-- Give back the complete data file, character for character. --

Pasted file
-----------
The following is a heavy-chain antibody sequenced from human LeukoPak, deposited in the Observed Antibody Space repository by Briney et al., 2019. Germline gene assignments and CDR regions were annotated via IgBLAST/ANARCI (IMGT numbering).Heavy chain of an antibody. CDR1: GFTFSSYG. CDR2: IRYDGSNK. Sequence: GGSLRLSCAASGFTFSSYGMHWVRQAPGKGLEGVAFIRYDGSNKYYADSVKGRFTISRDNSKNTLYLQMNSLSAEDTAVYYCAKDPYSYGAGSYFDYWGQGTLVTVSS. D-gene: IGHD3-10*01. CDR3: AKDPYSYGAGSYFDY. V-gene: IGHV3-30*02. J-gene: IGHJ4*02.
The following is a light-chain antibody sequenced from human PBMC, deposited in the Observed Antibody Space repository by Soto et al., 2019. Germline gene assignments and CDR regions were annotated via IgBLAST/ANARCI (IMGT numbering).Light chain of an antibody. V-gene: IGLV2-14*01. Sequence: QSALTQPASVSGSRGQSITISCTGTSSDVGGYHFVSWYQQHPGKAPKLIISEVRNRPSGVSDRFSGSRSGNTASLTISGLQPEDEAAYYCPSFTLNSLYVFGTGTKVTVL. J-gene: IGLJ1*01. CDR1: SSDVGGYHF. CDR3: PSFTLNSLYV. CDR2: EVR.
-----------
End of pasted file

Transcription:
The following is a heavy-chain antibody sequenced from human LeukoPak, deposited in the Observed Antibody Space repository by Briney et al., 2019. Germline gene assignments and CDR regions were annotated via IgBLAST/ANARCI (IMGT numbering).Heavy chain of an antibody. CDR1: GFTFSSYG. CDR2: IRYDGSNK. Sequence: GGSLRLSCAASGFTFSSYGMHWVRQAPGKGLEGVAFIRYDGSNKYYADSVKGRFTISRDNSKNTLYLQMNSLSAEDTAVYYCAKDPYSYGAGSYFDYWGQGTLVTVSS. D-gene: IGHD3-10*01. CDR3: AKDPYSYGAGSYFDY. V-gene: IGHV3-30*02. J-gene: IGHJ4*02.
The following is a light-chain antibody sequenced from human PBMC, deposited in the Observed Antibody Space repository by Soto et al., 2019. Germline gene assignments and CDR regions were annotated via IgBLAST/ANARCI (IMGT numbering).Light chain of an antibody. V-gene: IGLV2-14*01. Sequence: QSALTQPASVSGSRGQSITISCTGTSSDVGGYHFVSWYQQHPGKAPKLIISEVRNRPSGVSDRFSGSRSGNTASLTISGLQPEDEAAYYCPSFTLNSLYVFGTGTKVTVL. J-gene: IGLJ1*01. CDR1: SSDVGGYHF. CDR3: PSFTLNSLYV. CDR2: EVR.